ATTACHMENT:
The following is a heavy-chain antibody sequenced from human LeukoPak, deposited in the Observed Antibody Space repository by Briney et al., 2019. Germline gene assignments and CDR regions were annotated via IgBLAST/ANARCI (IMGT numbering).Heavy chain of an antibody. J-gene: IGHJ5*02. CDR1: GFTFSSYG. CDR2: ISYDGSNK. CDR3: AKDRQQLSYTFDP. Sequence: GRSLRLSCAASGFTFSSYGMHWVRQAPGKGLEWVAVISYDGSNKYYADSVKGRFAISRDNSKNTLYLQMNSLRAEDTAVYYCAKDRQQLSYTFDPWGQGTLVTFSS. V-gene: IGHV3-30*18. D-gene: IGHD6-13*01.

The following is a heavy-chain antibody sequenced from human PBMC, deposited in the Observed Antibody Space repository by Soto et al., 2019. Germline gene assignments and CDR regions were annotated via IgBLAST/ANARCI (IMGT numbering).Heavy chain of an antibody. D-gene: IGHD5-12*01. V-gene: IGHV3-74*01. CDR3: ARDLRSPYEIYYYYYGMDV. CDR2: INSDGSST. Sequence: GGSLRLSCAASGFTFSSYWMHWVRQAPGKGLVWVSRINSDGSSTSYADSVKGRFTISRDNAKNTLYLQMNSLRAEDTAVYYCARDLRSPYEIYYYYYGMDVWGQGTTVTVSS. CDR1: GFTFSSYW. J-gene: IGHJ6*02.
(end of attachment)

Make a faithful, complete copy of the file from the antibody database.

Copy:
The following is a heavy-chain antibody sequenced from human LeukoPak, deposited in the Observed Antibody Space repository by Briney et al., 2019. Germline gene assignments and CDR regions were annotated via IgBLAST/ANARCI (IMGT numbering).Heavy chain of an antibody. J-gene: IGHJ5*02. CDR1: GFTFSSYG. CDR2: ISYDGSNK. CDR3: AKDRQQLSYTFDP. Sequence: GRSLRLSCAASGFTFSSYGMHWVRQAPGKGLEWVAVISYDGSNKYYADSVKGRFAISRDNSKNTLYLQMNSLRAEDTAVYYCAKDRQQLSYTFDPWGQGTLVTFSS. V-gene: IGHV3-30*18. D-gene: IGHD6-13*01.

The following is a heavy-chain antibody sequenced from human PBMC, deposited in the Observed Antibody Space repository by Soto et al., 2019. Germline gene assignments and CDR regions were annotated via IgBLAST/ANARCI (IMGT numbering).Heavy chain of an antibody. D-gene: IGHD5-12*01. V-gene: IGHV3-74*01. CDR3: ARDLRSPYEIYYYYYGMDV. CDR2: INSDGSST. Sequence: GGSLRLSCAASGFTFSSYWMHWVRQAPGKGLVWVSRINSDGSSTSYADSVKGRFTISRDNAKNTLYLQMNSLRAEDTAVYYCARDLRSPYEIYYYYYGMDVWGQGTTVTVSS. CDR1: GFTFSSYW. J-gene: IGHJ6*02.